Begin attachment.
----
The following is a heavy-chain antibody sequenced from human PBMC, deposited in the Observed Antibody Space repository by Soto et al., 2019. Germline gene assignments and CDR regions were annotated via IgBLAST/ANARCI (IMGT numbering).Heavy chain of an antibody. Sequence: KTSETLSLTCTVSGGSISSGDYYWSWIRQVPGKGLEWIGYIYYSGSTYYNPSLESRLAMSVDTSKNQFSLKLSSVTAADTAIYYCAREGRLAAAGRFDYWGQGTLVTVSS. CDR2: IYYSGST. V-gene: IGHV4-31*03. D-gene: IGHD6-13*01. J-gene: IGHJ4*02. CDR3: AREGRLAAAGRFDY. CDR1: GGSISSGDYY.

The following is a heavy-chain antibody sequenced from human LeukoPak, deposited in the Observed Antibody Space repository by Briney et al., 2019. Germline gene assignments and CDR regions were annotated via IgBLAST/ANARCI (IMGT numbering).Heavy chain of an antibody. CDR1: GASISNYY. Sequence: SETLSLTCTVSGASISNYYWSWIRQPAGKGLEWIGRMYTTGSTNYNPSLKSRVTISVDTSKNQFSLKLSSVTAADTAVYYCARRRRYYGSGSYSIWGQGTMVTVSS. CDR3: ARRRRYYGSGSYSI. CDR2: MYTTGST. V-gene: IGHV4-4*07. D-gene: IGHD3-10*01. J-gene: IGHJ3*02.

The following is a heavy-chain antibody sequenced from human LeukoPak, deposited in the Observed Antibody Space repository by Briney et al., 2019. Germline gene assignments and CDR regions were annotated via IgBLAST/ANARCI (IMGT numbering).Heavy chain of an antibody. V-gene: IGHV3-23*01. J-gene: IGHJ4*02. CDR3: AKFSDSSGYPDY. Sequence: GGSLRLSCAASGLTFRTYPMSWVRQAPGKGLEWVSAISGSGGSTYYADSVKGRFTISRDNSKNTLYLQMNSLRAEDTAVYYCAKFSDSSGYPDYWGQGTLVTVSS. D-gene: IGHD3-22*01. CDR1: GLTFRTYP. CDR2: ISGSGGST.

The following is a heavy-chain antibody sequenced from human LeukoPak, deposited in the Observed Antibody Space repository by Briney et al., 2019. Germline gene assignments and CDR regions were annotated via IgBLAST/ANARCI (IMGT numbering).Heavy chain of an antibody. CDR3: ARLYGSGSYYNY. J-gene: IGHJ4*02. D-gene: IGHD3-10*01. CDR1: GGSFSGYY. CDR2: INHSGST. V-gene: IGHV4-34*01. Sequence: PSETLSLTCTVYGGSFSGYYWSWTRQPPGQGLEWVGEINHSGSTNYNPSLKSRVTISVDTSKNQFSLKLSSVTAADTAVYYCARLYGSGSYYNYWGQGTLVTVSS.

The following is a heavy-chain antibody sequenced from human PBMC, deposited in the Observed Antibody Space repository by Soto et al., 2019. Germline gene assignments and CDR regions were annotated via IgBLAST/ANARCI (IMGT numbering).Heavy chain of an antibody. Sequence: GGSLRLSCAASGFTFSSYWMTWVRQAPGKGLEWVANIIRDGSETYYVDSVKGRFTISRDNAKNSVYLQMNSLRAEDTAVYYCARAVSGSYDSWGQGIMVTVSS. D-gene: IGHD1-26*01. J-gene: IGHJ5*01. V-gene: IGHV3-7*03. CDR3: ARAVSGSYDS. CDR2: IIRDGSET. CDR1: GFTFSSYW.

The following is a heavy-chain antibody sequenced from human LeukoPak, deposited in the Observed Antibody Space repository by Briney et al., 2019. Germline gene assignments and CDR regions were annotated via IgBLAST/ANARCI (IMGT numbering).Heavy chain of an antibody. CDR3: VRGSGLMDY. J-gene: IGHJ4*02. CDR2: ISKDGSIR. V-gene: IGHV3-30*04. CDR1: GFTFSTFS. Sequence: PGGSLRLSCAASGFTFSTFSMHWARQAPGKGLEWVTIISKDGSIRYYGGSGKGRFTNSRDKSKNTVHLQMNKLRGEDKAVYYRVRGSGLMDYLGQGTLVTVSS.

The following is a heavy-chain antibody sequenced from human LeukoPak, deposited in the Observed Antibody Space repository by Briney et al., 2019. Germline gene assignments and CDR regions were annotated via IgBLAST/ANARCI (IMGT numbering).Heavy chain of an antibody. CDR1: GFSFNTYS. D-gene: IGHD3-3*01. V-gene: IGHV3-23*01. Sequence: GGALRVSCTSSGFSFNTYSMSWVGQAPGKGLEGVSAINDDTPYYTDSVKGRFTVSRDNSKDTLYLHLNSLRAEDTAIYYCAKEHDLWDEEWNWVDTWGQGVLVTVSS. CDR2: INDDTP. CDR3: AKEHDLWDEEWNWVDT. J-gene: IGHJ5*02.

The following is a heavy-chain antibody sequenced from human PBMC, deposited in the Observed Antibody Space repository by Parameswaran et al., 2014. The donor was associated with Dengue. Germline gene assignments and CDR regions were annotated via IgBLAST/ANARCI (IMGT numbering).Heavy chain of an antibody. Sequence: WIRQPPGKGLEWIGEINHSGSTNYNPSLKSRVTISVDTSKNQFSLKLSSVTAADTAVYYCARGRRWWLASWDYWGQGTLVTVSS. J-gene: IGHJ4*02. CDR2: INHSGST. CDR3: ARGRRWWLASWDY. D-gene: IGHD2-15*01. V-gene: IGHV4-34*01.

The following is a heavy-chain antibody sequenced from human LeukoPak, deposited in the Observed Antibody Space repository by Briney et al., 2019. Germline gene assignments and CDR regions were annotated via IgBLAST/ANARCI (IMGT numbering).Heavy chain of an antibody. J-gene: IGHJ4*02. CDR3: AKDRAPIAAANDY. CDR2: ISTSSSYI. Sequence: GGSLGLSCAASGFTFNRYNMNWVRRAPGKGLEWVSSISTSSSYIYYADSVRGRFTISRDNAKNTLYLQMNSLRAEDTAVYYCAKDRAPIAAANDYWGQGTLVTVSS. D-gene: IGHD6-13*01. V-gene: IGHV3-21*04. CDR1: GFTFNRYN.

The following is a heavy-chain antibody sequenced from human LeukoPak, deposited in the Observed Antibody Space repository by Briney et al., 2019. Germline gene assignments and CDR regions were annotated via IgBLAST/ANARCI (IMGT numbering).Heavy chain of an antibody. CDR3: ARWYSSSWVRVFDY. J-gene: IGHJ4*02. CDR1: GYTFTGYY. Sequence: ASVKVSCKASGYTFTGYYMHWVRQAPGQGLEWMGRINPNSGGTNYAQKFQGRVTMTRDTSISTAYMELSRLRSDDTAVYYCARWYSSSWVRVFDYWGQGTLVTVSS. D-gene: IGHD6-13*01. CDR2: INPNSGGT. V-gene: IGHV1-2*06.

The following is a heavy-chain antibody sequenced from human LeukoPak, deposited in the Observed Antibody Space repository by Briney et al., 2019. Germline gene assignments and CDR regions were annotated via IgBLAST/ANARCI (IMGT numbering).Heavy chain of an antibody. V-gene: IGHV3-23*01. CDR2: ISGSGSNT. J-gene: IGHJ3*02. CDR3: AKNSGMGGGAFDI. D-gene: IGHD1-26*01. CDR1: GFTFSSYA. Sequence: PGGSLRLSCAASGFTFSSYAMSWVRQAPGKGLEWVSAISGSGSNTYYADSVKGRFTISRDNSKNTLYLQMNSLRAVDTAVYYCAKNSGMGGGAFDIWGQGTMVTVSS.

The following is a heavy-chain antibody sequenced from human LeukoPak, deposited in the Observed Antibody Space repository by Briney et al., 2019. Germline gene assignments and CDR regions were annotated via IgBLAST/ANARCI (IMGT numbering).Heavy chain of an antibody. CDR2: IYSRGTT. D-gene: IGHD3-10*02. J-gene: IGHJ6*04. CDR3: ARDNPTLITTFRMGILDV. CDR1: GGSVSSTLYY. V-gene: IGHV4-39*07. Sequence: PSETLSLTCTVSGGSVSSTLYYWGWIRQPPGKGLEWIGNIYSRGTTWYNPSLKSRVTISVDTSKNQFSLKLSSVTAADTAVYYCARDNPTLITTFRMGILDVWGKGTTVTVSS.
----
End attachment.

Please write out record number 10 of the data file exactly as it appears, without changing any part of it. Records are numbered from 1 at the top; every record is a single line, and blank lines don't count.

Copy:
The following is a heavy-chain antibody sequenced from human LeukoPak, deposited in the Observed Antibody Space repository by Briney et al., 2019. Germline gene assignments and CDR regions were annotated via IgBLAST/ANARCI (IMGT numbering).Heavy chain of an antibody. CDR3: ARWYSSSWVRVFDY. J-gene: IGHJ4*02. CDR1: GYTFTGYY. Sequence: ASVKVSCKASGYTFTGYYMHWVRQAPGQGLEWMGRINPNSGGTNYAQKFQGRVTMTRDTSISTAYMELSRLRSDDTAVYYCARWYSSSWVRVFDYWGQGTLVTVSS. D-gene: IGHD6-13*01. CDR2: INPNSGGT. V-gene: IGHV1-2*06.